Born 1874 Campbelltown, NSW (reg. 9122) – daughter of Andrew ARMSTRONG & Matilda May HANSON – who married 4/4/1873 St Paul’s, Redfern, NSW Andrew died 8/7/1921, age 79, at his residence Teralba, 20 Redan St, Mosman May died 28/3/1933 at her residence Teralba, 20 Redan St, Mosman Siblings (all born St Leonards, NSW): Lottie Louie b.1876 (Secretary) – d.11/7/1941; Alice M b.&d.1878 (6mths); Andrew Sydney b.1880 – d.5/5/1954; John Edward b.1882 (Electrical Engineer) – WW1: Lieut, 4th Tun Coy; Nellie May b.1882 (Typist) – d.25/8/1966; Ethel Blanche b.&d.1884 (6mths); Ernest James b.1886 – d.20/5/1954; Albert A b.1887; Wentworth Arthur W. b.1889 (Assistant Manager) – d.21/9/1964; Walter Rankin b.1890 – d.2/3/1970; Gladys Gwendolin b.1893 (Club Manageress) – d.28/6/1974 Dunedin, NZ While in Australia Edie lived with her family at Teralba, Redan St, Mosman Occupations: Stenographer; Masseuse; Travel Agent She spent her early years as a Stenographer – “I found too little scope for individuality in my office work,” she said, “and I abandoned it to learn massage. Everyone predicted financial disaster, but I succeeded in establishing the New South Wales Massage Association, and held two posts as University lecturer and instructor in a hospital before I left Sydney for New Zealand, and repeated the programme in Dunedin.” The Australian Journal of Physiotherapy, Vol 10, No. 2, Aug 1964 (p.42) Early in 1905, Miss L Armstrong, an English [sic] masseuse who was residing in New South Wales, approached Professor Anderson Stuart and convinced him of the merits of massage. Miss Armstrong possessed a great driving force and was responsible for the formation of our Association. Honorary Secretary of The Australian Massage Association 1906: http://trove.nla.gov.au/ndp/del/article/14762058 1907: http://trove.nla.gov.au/ndp/del/article/111277996 Evening News (Sydney, NSW), Mon 10 Apr 1911 (p.3): MISS ARMSTRONG FAREWELLED Miss L.E. Armstrong, honorary secretary of the Australasian Massage Association is leaving for England by the ORMS Orvieto tomorrow afternoon. The sick poor of Sydney who needed the class of treatment Miss Armstrong was so efficient in, will lose a benefactress. Miss Armstrong was always willing to attend patients not in a position to pay for treatment. She was with the association when it started. At the Civil Service Stores on Thursday afternoon her fellow-members presented her with a purse of sovereigns. Several speakers eulogised Miss Armstrong’s good work, and all wished her bon voyage and a hearty goodbye. 1911 The Register 23/5/1911 – Re The Orvieto Times – (of Adelaide?): http://trove.nla.gov.au/ndp/del/article/59032120 The West Australian (Perth, WA), Wed 16 Sept 1914 (p.3): EASTERN AUSTRALASIA Miss L.F. [sic] Armstrong, secretary of the Dunedin (N.Z.) Women’s Patriotic Association, intends to leave shortly for England to volunteer, through the High Commissioner, for service as a nurse. Miss Armstrong is instructor in massage in the University of Otago. Miss L.E. Armstrong travelled from Wellington, NZ on the TSS Manuka, arriving Sydney 2/9/1914 UK Incoming Passenger Lists: Nurse L.E. Armstrong, 32 yr old Massage Nurse, previously resident in NZ, travelled from Sydney to Plymouth on the Maloja, arriving 4/11/1914 (b.c1882) Otago Daily Times, Issue 16274, 6 Jan 1915 (p.7): PERSONAL NOTES FROM LONDON (From Our Own Correspondent) Miss L.E. Armstrong, who has been in Dunedin for the last two years, has arrived Home [sic] to continue her nursing work. She attended a recent meeting of the Women’s Committee of the New Zealand War Contingent Association, and told the members about the work of the Otago branch of the Lady Liverpool Fund. She travelled from Sydney by the Maloja. Press (NZ), Vol LI, Issue 15176, 14 Jan 1915, p.4: ON SERVICE NEWS OF SOME NEW ZEALANDERS (From our own Correspondent) LONDON, November 27 Miss. L.E. Armstrong (Dunedin) has been appointed to the nursing staff at Dorchester House, Park Lane, which is being used for wounded officers. Sun (NZ), Vol 1, Issue 302, 26 Jan 1915, p.4: NEW ZEALANDERS ABROAD Miss L.E. Armstrong, whose name, by a misprint, in our last issue, was given as Mr N.E. Armstrong, is at present working at Dorchester House, Park Lane, W., which Sir George and Lady Holford have lent as a hospital for convalescent officers. Miss Armstrong has been engaged in organising massage schools to an accepted standard with a university and hospital course for the last eight years, and has been honorary secretary of the Australasian Massage Association since its inauguration in 1906. Goulburn Evening Penny Post (NSW), Sat 16 Jan 1915 (p.1): GOSSIP FROM SYDNEY Two women more experienced in the role of ministering angels, who are on the staff of King Edward VII Hospital, are Miss Ruth Dowling and Miss L.E. Armstrong. The latter is a practised masseuse, and should be a valuable adjunct to the hospital force. Star (NZ), Issue 11399, 27 May 1915, p.7: For Women Folk Miss L.E. Armstrong, of Dunedin, who went to England on the outbreak of war to help in nursing the wounded, has been speaking of the important part played by massage in the treatment of broken limbs, etc., in the present war. Miss Armstrong was resident in Dorchester House, which Sir George Holford had lent for the purpose of a military hospital. Sir Alfred Fripp is the senior surgeon, and on the managing committee are Earl and Countess Grey. At present there are thirty wounded there, but the War Office has put the hospital down for a much larger number, so that the ballroom and State dining-room and drawing-rooms have all been turned into wards. Miss Armstrong says that during the three months that she has been doing voluntary massage there, quite ninety per cent of the patients had to have massage treatment, and many of them had limbs saved in consequence. For the first time, it may be said, massage is officially recognised by the medical profession as a treatment of the utmost importance. While Miss Armstrong was at Dorchester House, the King and Queen, Queen Alexandra, and the Princess Victoria visited the place, and she had the honour of being presented to Queen Alexandra as “the nurse who had come all the way from New Zealand to help.” The Sydney Morning Herald (NSW), Wed 9 Jun 1915 (p.5): MASSAGE FOR THE WOUNDED In appealing to the public in yet another direction for our wounded, the Australasian Massage Association feels that every man and woman in Australia must realise that it is the imperative duty of those who stay at home to see that the men who are fighting should have the very best treatment available to help in their recovery after being wounded. ……………………………………………………………. A letter has recently been received from Miss L Armstrong, the first hon. secretary of the association, who is working in the military hospitals in London. She says: “It is ordered for nearly every wounded officer and man. In my experience in Dorchester House I found that before surgeons would permit patients to leave London for country convalescent homes strict inquiry was made as to whether massage was available, and if not, then some other place was suggested.” ……………………………………………………………………………………….. http://trove.nla.gov.au/ndp/del/article/15590128 Applied Feb-Mar 1916 to enrol in the Almeric Paget Massage Corps [AWM27, 374/3] Miss L.E. Armstrong (Non AIF) RTA per HT Warwickshire 5/4/1919 [NAA Medical files, not digitised] The Sydney Morning Herald, Thur 28 Aug 1919 (p.5): MASSAGE ASSOCIATION Miss Armstrong, an old member of the association, gave an interesting address on her experience while away on war work. UK Incoming Passenger Lists: Lizzie Edith Armstrong, 45 yr old Masseuse, is listed as travelling from Sydney to London on the Ormonde, arriving 23/2/1920 (b.c1875) [details then crossed out?] The Sydney Morning Herald, Tue 2 Mar 1920 (p.4): NEAR AND FAR Cables to hand from London advise that a room in Australia House had been allotted to Miss L.E. Armstrong of Mosman, to enable her to carry into effect her scheme for the perfecting of after-war tourist traffic. 1920 The Register 15/3/1920: http://trove.nla.gov.au/ndp/del/article/62624107 The Sydney Stock and Station Journal (NSW), Tue 5 Dec 1922 (p.2): A WORD TO TRAVELLERS ……………………………………………………….. Miss Edith Armstrong, who by the way, is a Sydney woman, …………………………………. ………………………………………………………………………………………….. Miss Armstrong has just been awarded a long overdue war medal. She set out as a voluntary worker in August ’14, and throughout the war was massaging the wounded, and most of the time entirely at her own expense. As a matter of fact, the only money she ever received was a very meagre living allowance, when she was being worked almost to breaking point in an Australian officers’ hospital. There must be dozens of men who have to thank this bright and clever Australian woman for the retention of limbs that were on the point of being condemned to amputation. http://trove.nla.gov.au/ndp/del/article/124492822 1924 Country Life…. 14/3/1924: http://trove.nla.gov.au/newspaper/result?q=%22miss+e+l+Armstrong%22 1924 Country Life….5/12/1924: http://trove.nla.gov.au/ndp/del/article/128645626 The Advertiser (Adelaide, SA), Fri 23 Jan 1925 (p.15): AN EXPERT IN TRAVEL MISS L.E. ARMSTRONG [Photo] Wireless will be a great factor in the developments of modern travel, according to Miss L.E. Armstrong, who has been appointed manager in charge of Pickford’s Touring Agency for Australia. Miss Armstrong arrived in Adelaide this week in connection with a round-the-world tour she has organised at short notice. Miss Armstrong is a native of Sydney, where she spent her early years as a stenographer. “I found too little scope for individuality in my office work,” she said, “and I abandoned it to learn massage. Everyone predicted financial disaster, but I succeeded in establishing the New South Wales Massage Association, and held two posts as University lecturer and instructor in a hospital before I left Sydney for New Zealand, and repeated the programme in Dunedin.” As soon as war was declared she offered her services as a masseuse, but they were declined. So on August 28, 1914, she sailed for England at her own expense, and was allowed to assume charge of the massage department of a military hospital – at her own expense. “Later on,” she said, “I was granted a subsistence allowance of five shillings a day, and then they charged me a shilling every time I stayed in to lunch.” Honorary housemaids were allowed to pay their board and live at the hospital, but Miss Armstrong was told that this privilege was reserved strictly for honorary housemaids and there was no classification to go on with regard to masseuses. “There were no fewer than 50 A.I.F. men, concerning whom their parents and friends had extracted a promise from me to ‘look after them’ for the duration of the war,” remarked Miss Armstrong, and I became an expert in consulting time-tables and ‘looking up’ things till I felt like a walking Bradshaw. This is what actually directed my thoughts to a travel agency, and when my arm became useless for massage after a brief holiday in Sydney, I returned to London in 1920, and established myself at Australia House. This is not so simple as it sounds, for I had to pay £250 rent yearly for an empty room. I used to get the most extraordinary queries from travellers. One man demanded a list of all the agricultural show fixtures in Great Britain, and had to wait only a few hours for it. Another man came to me on what he called confidential business. A high official was being tendered a farewell dinner before he left for Australia, and he wanted to know what to wear and the correct form of address to use when speaking to an earl. Another man wired me from Paris to engage rooms for him and forgot to say what boat he was coming on. I wired Dover on chance, and sent a series of express messages to meet each division of the Paris express, with instructions for him. He found his hotel.” A number of people regarded Miss Armstrong as a paid official of the Federal Government, and considered that her good offices were part of the privileges of their Australian citizenship. “All of which was flattering, but not profitable,” said Miss Armstrong. “I went from Australia House to Pickford’s, for whom I have just arranged a round-the-world tour to start from Australia next month, and hope to repeat the trip next year. The firm has been in business for more than 300 years, and was famous once for supplying post chaises and couriers. I am trying to arrange to have at least one Australian representative in every branch office of the firm I represent. We have an Australian in charge of the Swiss winter sports expeditions, two Dunedin women keep an hotel at the Hague, another from Christchurch visits Paris once a month, and is employed as shopping adviser in London, and we have an Australian in the Cairo office. All modes of travel have been revolutionised lately, and it is a far cry from the cabriolet of the past to the aeroplane of to-day, but the firm’s records show bookings for both. The charabanc has given place to a fleet of luxurious road coaches equipped with upholstered arm chairs, and when I am in my office in London, I book Australian passages for these or a bus ride or a trip on the Majestic. It is all in the day’s work.” It is a very interesting day’s work too, judging by the blank maps ready to be pencilled according to the prospective tourist’s itinerary, of which Miss Armstrong can give him every detail down to the price of a bath at Rome and the price of boots in Jerusalem. Auckland Star, Vol LVII, Issue 63, 16 Mar 1926, p.8: WOMAN TOURIST AGENT “New Zealanders are great travellers, and they are wonderfully appreciative,” said Miss L.E. Armstrong to a “Star” reporter this morning. Born in Australia, she spent a good deal of time in New Zealand, and when the war broke out she was in Dunedin. After five years’ war work as a masseuse, she looked round for something else to occupy her time, and she finally took up tourist work. Joining the very old transport firm of Pickfords, she is head of their department which looks after Australians and New Zealanders travelling under their auspices, and she is now on a tour of the colonies to consolidate her arrangements. In most other countries of the world this method of travelling under the auspices of some well-established firm is quite common, and Miss Armstrong is rather surprised New Zealand and Australia have not gone in for it more, as they are such keen travellers, and it means such a great saving of time if you know exactly where to go and how to get there, when you land in England or on the Continent. Miss Armstrong was a through passenger on the Niagara. 1929 Cairns Post 26/7/1929: http://trove.nla.gov.au/ndp/del/article/40691133 1930 Electoral Roll: 20 Redan St, Mosman – Armstrong, Lizzie Edith – Travel Agent Also Gladys Gwendolin (Club Manageress), John Edward (Electrical Engineer), Lottie Louise (Secretary), Matilda May (Home duties), Nellie May (Typist) 1934 SMH 9/8/1934 – Living England (in her brother’s garden): http://trove.nla.gov.au/ndp/del/article/17105290 1936 ER: 12 Nelson St, Gordon, NSW – Armstrong, Lizzie Edith – Home duties Also Gladys May (h.d.); Wentworth Arthur (Assistant Manager) 1937 ER: Clifton Court, Morella Rd, Mosman – Armstrong, Lizzie Edith – Travel Agent WW2: Papier Mache Auxiliary (Red Cross): 1941: 5 brothers – A.S., J.E., E.J., W.R. & W.A. http://trove.nla.gov.au/ndp/del/article/27944278 1941: [Photo] The Australian Women’s Weekly: http://trove.nla.gov.au/ndp/del/article/47245509 1942 – Edith: http://trove.nla.gov.au/ndp/del/article/139557711 1943 http://trove.nla.gov.au/ndp/del/article/134963376 1943 ER: 70 Wolsley Rd, Mosman – Armstrong, Lizzie Edith – Travel Agent Died 22/7/1947 Mosman, NSW (reg. 17481) Cremated Northern Suburbs Crematorium 24/7/1947 The Sydney Morning Herald, Thur 24 Jul 1947 (p.24): DEATHS ARMSTRONG, Edie – July 22 1947, of 70 Wolseley Road, Mosman, daughter of late Andrew and May Armstrong, of Teralba, Redan Street, Mosman, and loving sister of Bob, Jack, Nell, Jim, Went, Walter and Glad. FUNERALS ARMSTRONG – Relatives and Friends of late EDIE ARMSTRONG are invited to attend a service at Northern Suburbs Crematorium, at 2 pm This Day (Thursday). By request, no flowers. The Sydney Morning Herald, Tue 28 Oct 1947 (p.9): MEMORIAL TREE PLANTED A kurrajong tree was planted yesterday at the Lady Gowrie Home, Gordon, by the superintendent of the Red Cross Society, Mr H.L. Pitt, in memory of the late Miss L.E. Armstrong, of Mosman, who died recently. After serving with the 6th Australian Hospital in England during the First World War, Miss Armstrong founded and organised in Australia and New Zealand depots for turning waste paper into hospital equipment of papier mache. Notes: The Sydney Morning Herald, Mon 11 Jul 1921 (p.10): DEATH OF MR A ARMSTRONG The death occurred on Friday last, at his residence, Teralba, 20 Redan-street, Mosman, of Mr Andrew Armstrong, at the age of 79 years. Mr Armstrong was born at Cobbitty, New South Wales, and, in his younger days, was associated with many of the early pioneers and statesmen in forming laws controlling the free selection of land. He was the chosen delegate of the western district to the council inaugurated by the late Sir John Robertson, and, after the passing of the Land Act in 1882, he carried on business for many years in the application of this Act to land tenure. Amongst his other activities, Mr Armstrong obtained parliamentary sanction to the Willoughby and Gordon Tramway Act, under which the Middle Harbour Suspension Bridge was constructed, and the Illawarra Harbour and Land Corporation Act, for the construction of a harbour at Lake Illawarra. His widow, five sons, and four daughters survive him.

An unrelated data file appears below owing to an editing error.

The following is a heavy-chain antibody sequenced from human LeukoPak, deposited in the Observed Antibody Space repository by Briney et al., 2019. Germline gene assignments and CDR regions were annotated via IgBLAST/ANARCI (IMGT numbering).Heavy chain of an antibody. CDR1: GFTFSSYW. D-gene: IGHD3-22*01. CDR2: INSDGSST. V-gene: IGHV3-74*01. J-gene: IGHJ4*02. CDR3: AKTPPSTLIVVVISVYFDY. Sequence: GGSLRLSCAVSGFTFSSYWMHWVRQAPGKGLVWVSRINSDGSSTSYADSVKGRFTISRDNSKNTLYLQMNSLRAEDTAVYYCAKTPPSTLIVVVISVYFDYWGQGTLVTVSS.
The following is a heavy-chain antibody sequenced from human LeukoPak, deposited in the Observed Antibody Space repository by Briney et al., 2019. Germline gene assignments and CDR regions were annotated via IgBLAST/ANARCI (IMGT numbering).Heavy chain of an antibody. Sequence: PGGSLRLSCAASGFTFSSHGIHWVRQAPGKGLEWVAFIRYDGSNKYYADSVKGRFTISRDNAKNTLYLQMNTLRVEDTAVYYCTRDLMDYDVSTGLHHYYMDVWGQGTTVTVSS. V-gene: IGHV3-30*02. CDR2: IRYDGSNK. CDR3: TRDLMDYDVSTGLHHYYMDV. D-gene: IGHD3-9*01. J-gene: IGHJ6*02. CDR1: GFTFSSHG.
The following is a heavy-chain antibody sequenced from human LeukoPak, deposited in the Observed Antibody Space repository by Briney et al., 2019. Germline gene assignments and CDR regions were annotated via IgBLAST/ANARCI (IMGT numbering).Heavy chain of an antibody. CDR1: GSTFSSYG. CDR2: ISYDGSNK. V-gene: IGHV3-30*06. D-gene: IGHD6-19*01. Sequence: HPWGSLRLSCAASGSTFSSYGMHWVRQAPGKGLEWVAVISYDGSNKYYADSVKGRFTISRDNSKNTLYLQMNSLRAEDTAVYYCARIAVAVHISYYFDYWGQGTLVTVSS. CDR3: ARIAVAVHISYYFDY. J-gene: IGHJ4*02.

• liztobin
      • Sunday, 8 May 2016

      Thank you so much for this great piece of research. I came across Lizzie through the MOOC WORLD WAR 1: A HISTORY IN 100 STORIES MONASH UNIVERSITY I am also a volunteer with https://livesofthefirstworldwar.org so I am working with on line colleagues to properly identify Lizzie. We are a respectful collaborative bunch and would welcome your input. Liz